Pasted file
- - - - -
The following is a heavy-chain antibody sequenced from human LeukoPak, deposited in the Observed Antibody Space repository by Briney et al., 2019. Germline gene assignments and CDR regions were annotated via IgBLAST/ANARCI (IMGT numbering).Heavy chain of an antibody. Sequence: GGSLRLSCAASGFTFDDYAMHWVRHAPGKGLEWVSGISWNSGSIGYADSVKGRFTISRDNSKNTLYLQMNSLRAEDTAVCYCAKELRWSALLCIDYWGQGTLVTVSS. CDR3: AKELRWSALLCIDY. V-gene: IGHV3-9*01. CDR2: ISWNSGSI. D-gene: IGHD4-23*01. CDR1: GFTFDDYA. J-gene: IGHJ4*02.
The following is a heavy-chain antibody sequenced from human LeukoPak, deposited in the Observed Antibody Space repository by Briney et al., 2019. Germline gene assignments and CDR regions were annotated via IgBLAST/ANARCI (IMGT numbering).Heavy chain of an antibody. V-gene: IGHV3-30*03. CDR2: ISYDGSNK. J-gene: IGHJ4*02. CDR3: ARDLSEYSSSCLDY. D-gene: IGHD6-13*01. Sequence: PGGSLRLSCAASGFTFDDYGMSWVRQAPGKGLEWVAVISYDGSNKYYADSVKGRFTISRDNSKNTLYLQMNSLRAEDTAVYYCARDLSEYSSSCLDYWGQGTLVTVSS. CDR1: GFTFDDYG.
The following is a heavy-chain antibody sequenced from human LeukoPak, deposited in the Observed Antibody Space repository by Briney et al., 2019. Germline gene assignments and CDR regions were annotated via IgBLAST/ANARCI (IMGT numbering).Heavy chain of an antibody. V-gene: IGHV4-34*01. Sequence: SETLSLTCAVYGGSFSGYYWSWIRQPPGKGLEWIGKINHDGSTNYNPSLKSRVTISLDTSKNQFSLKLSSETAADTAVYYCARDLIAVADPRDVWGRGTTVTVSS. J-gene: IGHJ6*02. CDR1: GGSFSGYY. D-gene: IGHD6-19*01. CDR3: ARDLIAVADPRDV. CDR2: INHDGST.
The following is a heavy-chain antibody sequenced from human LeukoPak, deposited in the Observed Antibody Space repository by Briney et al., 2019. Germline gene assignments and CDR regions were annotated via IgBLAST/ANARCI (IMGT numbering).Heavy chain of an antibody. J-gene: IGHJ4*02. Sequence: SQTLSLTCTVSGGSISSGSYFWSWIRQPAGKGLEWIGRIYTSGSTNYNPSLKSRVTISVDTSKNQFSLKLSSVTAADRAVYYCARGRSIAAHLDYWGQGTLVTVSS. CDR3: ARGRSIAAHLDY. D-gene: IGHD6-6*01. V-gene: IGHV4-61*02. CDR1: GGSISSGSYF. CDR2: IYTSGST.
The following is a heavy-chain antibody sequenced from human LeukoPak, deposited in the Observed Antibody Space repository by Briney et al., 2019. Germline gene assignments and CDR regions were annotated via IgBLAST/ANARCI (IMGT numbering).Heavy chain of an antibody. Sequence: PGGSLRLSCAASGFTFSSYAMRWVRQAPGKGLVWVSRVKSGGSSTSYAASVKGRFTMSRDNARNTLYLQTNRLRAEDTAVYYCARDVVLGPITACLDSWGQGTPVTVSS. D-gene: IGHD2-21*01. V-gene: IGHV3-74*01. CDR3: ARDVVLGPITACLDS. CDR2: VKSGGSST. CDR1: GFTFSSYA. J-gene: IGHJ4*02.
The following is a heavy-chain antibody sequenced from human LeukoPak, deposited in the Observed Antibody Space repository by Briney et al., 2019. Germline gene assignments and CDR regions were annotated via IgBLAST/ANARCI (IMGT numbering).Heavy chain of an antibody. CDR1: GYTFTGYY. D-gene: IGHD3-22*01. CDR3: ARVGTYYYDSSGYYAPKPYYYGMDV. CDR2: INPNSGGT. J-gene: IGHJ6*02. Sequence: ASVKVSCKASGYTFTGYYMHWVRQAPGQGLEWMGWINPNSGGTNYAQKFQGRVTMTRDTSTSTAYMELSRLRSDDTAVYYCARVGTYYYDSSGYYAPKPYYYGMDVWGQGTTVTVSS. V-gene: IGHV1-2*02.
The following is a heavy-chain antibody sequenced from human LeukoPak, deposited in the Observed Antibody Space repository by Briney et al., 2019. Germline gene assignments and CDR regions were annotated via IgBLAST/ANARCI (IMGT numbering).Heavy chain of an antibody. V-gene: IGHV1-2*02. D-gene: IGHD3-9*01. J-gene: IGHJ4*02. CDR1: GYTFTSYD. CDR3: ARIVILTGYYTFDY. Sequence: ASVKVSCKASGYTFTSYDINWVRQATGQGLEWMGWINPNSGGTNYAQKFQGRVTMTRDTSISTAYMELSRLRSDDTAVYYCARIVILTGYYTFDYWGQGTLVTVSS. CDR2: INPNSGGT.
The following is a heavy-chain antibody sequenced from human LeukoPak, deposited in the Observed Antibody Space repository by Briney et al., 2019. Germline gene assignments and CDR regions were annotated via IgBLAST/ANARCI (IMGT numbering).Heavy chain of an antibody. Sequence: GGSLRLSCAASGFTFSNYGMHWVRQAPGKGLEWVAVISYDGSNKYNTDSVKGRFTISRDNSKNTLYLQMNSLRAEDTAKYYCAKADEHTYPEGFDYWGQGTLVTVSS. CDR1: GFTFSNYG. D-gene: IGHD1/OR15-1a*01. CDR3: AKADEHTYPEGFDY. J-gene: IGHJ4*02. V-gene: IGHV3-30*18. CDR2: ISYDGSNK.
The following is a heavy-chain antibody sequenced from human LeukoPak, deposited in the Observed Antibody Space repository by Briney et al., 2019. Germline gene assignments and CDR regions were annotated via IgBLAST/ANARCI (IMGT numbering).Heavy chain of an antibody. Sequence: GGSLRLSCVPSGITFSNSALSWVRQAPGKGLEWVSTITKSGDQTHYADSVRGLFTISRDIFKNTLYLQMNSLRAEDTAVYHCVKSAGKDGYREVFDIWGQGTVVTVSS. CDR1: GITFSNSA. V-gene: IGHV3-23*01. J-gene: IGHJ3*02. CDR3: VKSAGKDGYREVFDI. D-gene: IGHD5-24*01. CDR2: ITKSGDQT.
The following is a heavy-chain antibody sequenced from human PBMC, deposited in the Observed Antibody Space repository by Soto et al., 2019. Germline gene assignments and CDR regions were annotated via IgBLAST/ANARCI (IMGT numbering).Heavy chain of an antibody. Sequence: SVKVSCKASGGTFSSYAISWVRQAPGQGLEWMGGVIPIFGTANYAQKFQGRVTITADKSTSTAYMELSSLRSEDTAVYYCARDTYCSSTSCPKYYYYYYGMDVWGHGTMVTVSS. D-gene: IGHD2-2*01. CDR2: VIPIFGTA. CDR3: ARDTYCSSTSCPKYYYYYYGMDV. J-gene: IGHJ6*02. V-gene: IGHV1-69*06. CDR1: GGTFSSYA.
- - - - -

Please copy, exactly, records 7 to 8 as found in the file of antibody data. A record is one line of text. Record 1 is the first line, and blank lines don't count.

The following is a heavy-chain antibody sequenced from human LeukoPak, deposited in the Observed Antibody Space repository by Briney et al., 2019. Germline gene assignments and CDR regions were annotated via IgBLAST/ANARCI (IMGT numbering).Heavy chain of an antibody. V-gene: IGHV1-2*02. D-gene: IGHD3-9*01. J-gene: IGHJ4*02. CDR1: GYTFTSYD. CDR3: ARIVILTGYYTFDY. Sequence: ASVKVSCKASGYTFTSYDINWVRQATGQGLEWMGWINPNSGGTNYAQKFQGRVTMTRDTSISTAYMELSRLRSDDTAVYYCARIVILTGYYTFDYWGQGTLVTVSS. CDR2: INPNSGGT.
The following is a heavy-chain antibody sequenced from human LeukoPak, deposited in the Observed Antibody Space repository by Briney et al., 2019. Germline gene assignments and CDR regions were annotated via IgBLAST/ANARCI (IMGT numbering).Heavy chain of an antibody. Sequence: GGSLRLSCAASGFTFSNYGMHWVRQAPGKGLEWVAVISYDGSNKYNTDSVKGRFTISRDNSKNTLYLQMNSLRAEDTAKYYCAKADEHTYPEGFDYWGQGTLVTVSS. CDR1: GFTFSNYG. D-gene: IGHD1/OR15-1a*01. CDR3: AKADEHTYPEGFDY. J-gene: IGHJ4*02. V-gene: IGHV3-30*18. CDR2: ISYDGSNK.